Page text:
December 2011

December 2011: Charity Corner - Second Helpings: Deliering Food and Hope through the Holidays and Beyond

Author: Peter Zink

Delivering Food and Hope Through The Holidays and Beyond

You can’t stand in one spot all day to learn what Second Helpings is all about. If you did, you’d see something like this: dozens of early morning volunteers boarding three trucks just as dawn breaks. Six days a week, the Second Helpings trucks fire up their diesel engines and rumble out on daily routes. They come back the way they leave: empty, betraying nothing but a refrigerated container in the back. To the casual eye, it’s like nothing happened.

But what happens between the time the trucks leave and the time they return is anything but ordinary. Each week, Second Helpings trucks visit 56 donors and deliver donated food from their refrigerated trucks to over 78 nonprofit agencies and churches, absolutely free of charge. The results of these weekly efforts are staggering: last year alone there were over 2.2 million pounds of food delivered to children and needy adults, which is over 1.1 million meals in Beaufort County alone. While it might be surprising to hear such a high number of needed meals for just the Bluffton and Hilton Head areas alone, Executive Director Peggy Warnke said needy children and families are not as uncommon as one might think. “The need is definitely there. Everyone thinks Hilton Head is only a place of prosperity, but 54 percent of children in Beaufort county schools are on free and reduced lunch programs. They live below the poverty line,” Warnke added.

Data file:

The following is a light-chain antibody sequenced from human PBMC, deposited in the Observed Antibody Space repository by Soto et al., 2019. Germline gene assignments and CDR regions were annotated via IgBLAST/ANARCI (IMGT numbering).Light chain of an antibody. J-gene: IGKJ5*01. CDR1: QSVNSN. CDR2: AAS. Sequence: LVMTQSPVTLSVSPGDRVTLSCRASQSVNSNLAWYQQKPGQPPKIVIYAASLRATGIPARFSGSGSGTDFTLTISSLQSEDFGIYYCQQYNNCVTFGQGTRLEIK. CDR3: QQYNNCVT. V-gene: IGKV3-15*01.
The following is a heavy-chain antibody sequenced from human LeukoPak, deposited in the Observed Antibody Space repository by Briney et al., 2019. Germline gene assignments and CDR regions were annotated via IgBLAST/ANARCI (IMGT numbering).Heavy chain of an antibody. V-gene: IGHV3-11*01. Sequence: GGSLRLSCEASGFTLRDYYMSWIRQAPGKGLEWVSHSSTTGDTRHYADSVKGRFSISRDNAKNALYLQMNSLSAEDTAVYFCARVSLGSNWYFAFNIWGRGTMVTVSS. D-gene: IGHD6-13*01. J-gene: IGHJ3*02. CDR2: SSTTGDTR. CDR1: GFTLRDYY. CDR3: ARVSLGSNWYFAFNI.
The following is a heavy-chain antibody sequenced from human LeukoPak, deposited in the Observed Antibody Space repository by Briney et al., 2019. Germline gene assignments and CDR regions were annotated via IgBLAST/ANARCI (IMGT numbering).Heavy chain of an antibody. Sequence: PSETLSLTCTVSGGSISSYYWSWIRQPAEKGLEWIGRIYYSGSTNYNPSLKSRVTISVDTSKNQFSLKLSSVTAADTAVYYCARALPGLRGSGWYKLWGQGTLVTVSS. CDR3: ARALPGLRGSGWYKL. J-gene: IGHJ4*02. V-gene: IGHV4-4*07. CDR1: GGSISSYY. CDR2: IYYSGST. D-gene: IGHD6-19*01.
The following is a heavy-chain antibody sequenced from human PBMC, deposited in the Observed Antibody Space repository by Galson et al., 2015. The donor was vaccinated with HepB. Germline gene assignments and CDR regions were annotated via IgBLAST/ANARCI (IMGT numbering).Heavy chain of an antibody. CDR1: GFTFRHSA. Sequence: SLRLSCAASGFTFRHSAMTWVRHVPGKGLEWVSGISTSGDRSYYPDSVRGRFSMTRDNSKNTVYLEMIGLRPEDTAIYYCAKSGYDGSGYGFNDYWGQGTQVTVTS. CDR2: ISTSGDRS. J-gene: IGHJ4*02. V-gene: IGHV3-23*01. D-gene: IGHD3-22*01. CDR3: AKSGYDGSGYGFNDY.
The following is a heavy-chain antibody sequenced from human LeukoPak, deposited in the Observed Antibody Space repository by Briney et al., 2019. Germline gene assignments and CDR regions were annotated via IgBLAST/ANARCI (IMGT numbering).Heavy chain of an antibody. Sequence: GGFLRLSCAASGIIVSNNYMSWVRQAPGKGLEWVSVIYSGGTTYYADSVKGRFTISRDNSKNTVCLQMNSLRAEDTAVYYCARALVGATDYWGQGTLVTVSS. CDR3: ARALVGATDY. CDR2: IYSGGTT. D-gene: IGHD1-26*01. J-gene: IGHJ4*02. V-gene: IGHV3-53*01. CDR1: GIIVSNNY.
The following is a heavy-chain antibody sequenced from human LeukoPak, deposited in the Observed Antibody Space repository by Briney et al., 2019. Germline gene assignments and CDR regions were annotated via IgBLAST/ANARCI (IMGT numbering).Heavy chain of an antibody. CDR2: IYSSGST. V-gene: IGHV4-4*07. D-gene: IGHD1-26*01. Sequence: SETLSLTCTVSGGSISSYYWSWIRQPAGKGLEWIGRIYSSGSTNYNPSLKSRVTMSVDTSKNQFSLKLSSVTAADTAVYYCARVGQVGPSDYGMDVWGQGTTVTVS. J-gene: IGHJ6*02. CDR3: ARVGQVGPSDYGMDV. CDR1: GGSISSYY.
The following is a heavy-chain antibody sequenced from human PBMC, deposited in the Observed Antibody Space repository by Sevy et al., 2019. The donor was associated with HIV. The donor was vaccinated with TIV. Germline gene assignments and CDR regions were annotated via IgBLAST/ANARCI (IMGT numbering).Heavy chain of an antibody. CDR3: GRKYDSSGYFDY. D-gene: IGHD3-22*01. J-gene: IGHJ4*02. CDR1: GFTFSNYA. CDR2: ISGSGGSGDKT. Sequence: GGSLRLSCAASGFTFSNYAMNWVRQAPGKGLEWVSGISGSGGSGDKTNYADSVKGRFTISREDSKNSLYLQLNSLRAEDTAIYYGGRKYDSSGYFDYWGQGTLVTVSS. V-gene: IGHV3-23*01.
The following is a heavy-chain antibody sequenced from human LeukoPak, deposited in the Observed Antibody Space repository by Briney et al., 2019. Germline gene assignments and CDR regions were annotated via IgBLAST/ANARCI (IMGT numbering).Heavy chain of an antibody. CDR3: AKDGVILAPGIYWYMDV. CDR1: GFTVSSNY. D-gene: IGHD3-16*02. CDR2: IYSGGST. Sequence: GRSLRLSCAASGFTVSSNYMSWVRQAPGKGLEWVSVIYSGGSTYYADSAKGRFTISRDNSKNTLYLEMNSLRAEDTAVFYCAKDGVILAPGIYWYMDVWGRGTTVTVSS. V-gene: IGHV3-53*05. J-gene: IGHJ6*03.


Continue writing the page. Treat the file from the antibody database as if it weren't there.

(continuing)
Heading into its twentieth year, Second Helpings originally started as a grassroots movement from the Greenwood Forest neighborhood in Sea Pines. Volunteers literally used their own station wagons to pick up and deliver food each day. Even with this initial fledgling effort, they delivered over 46,000 pounds of food in the first year.

Relationships with local donors have since fueled the growth of Second Helpings. As the chairman of the donations committee and a volunteer with over 12 years’ experience, Bruce Drake saw the growth with his own eyes. Last year, Second Helpings partnered with a Feeding America food bank out of Charleston to assist with brokering contracts with large supermarket chains, which allowed Second Helpings to deliver 30 percent more food alone last year. “We just might find ourselves needing another truck,” Drake said with a chuckle.

But it’s not just the donors that impressed Drake every day. “I’m continually amazed by the response we get from the recipients of our food,” Drake said.

“No one will take more than they need. They know the need is so great, they don’t take more than their people can use,” Warnke pointed out.

While it’s clear that both recipients and donors do the best they can to handle demand, the costs of diesel fuel and other demands make it challenging for Second Helpings to keep it up. As they do every year, they will host a Christmas day dinner at the Holiday Inn Oceanfront for recipients, and they always need help with their deliveries.

Volunteer by Calling: (843) 689-3689 or e-mailing Send donations to Second Helpings at PO Box 23621, Hilton Head SC 29925.

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